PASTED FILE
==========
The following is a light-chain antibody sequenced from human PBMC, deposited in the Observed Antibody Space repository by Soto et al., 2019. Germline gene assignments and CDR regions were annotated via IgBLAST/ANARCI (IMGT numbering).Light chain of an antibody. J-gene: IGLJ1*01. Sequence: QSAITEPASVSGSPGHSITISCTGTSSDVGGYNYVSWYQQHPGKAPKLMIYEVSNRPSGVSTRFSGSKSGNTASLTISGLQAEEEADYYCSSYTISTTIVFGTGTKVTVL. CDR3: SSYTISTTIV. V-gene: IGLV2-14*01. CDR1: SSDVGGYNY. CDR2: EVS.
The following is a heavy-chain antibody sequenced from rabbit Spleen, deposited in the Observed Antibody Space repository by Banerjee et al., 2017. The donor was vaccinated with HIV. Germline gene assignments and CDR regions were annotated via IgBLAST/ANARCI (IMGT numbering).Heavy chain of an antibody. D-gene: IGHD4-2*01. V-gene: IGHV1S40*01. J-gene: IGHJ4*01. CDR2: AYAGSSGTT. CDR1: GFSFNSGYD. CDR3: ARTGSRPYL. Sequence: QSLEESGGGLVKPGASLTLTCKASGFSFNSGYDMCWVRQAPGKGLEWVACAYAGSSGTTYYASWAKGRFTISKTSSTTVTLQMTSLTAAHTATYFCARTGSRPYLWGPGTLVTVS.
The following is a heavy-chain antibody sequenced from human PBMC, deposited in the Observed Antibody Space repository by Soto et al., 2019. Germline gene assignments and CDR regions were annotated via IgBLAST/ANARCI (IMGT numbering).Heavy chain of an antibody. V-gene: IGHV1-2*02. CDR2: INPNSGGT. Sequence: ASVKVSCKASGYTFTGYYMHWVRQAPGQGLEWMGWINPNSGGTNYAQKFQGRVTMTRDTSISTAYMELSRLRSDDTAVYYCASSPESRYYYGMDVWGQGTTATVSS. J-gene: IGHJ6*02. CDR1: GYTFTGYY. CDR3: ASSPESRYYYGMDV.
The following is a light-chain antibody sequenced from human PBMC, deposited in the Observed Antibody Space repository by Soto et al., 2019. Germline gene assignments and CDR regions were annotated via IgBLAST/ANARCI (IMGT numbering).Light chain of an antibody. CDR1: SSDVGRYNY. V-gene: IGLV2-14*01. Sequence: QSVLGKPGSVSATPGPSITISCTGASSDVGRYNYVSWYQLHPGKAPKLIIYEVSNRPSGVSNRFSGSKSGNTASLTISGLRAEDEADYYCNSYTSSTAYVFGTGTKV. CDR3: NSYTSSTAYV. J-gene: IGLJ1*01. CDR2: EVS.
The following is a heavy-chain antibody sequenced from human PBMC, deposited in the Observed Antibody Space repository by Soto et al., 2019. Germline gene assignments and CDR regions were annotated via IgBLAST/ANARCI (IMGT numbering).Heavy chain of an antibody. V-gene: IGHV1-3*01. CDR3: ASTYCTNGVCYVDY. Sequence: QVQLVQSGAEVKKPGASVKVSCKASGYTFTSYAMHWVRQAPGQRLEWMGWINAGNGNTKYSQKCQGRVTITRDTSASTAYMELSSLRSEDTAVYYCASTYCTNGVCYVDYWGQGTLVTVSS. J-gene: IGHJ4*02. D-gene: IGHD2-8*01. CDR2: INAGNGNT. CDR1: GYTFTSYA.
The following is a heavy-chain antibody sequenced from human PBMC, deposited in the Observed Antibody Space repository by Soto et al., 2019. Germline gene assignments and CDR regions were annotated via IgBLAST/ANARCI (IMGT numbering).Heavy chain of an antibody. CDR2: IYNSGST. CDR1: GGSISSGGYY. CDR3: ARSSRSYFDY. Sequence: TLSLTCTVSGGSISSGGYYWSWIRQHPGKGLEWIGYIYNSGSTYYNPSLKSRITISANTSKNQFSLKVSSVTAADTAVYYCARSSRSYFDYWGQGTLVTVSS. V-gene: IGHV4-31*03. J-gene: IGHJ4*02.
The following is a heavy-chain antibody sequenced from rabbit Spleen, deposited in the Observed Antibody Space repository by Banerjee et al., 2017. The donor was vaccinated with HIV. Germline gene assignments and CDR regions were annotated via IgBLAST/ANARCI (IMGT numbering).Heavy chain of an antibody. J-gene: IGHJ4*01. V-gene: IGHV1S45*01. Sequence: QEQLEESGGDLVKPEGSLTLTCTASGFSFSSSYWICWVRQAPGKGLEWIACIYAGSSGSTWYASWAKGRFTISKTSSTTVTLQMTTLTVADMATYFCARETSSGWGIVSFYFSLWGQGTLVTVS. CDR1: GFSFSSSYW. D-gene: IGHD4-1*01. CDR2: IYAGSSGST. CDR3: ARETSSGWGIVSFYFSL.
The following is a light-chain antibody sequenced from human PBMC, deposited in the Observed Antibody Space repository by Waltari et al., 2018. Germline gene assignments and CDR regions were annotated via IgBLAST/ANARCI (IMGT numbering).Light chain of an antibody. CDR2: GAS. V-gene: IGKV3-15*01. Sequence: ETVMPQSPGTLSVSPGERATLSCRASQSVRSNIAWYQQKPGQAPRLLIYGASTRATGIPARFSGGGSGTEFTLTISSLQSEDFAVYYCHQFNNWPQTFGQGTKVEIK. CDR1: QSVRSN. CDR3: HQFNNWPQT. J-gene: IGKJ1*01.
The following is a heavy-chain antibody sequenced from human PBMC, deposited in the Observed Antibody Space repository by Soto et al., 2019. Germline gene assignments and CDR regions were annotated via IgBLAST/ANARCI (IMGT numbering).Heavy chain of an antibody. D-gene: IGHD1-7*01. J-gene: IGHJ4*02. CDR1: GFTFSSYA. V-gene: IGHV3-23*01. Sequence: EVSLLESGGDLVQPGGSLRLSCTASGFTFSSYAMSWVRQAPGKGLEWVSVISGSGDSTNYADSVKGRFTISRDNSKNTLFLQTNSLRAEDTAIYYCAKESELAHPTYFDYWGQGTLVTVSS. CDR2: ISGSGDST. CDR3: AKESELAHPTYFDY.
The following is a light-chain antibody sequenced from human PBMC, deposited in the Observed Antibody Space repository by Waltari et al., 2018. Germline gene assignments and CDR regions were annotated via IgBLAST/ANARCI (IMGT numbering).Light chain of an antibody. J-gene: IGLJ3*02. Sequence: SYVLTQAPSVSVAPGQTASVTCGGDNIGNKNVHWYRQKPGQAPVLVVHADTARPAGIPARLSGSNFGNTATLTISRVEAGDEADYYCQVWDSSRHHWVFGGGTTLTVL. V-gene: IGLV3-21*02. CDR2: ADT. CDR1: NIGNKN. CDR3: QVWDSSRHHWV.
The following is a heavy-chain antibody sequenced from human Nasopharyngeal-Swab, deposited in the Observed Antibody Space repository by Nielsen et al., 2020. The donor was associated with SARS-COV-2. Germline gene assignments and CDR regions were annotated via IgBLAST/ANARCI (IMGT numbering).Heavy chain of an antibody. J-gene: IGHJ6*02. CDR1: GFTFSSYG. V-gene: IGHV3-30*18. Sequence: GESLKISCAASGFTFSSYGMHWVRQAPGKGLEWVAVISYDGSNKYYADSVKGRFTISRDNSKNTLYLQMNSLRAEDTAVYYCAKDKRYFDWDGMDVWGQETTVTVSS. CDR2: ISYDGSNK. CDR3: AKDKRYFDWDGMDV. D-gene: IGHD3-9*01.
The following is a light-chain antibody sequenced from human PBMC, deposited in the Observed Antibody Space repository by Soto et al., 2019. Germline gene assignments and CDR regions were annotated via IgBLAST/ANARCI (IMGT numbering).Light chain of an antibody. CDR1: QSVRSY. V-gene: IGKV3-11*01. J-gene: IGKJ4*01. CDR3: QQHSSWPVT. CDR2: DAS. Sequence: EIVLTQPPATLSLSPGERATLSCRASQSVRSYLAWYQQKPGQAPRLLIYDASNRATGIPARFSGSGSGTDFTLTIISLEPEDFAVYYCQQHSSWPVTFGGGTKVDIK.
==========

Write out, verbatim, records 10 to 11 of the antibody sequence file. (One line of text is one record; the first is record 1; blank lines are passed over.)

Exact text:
The following is a light-chain antibody sequenced from human PBMC, deposited in the Observed Antibody Space repository by Waltari et al., 2018. Germline gene assignments and CDR regions were annotated via IgBLAST/ANARCI (IMGT numbering).Light chain of an antibody. J-gene: IGLJ3*02. Sequence: SYVLTQAPSVSVAPGQTASVTCGGDNIGNKNVHWYRQKPGQAPVLVVHADTARPAGIPARLSGSNFGNTATLTISRVEAGDEADYYCQVWDSSRHHWVFGGGTTLTVL. V-gene: IGLV3-21*02. CDR2: ADT. CDR1: NIGNKN. CDR3: QVWDSSRHHWV.
The following is a heavy-chain antibody sequenced from human Nasopharyngeal-Swab, deposited in the Observed Antibody Space repository by Nielsen et al., 2020. The donor was associated with SARS-COV-2. Germline gene assignments and CDR regions were annotated via IgBLAST/ANARCI (IMGT numbering).Heavy chain of an antibody. J-gene: IGHJ6*02. CDR1: GFTFSSYG. V-gene: IGHV3-30*18. Sequence: GESLKISCAASGFTFSSYGMHWVRQAPGKGLEWVAVISYDGSNKYYADSVKGRFTISRDNSKNTLYLQMNSLRAEDTAVYYCAKDKRYFDWDGMDVWGQETTVTVSS. CDR2: ISYDGSNK. CDR3: AKDKRYFDWDGMDV. D-gene: IGHD3-9*01.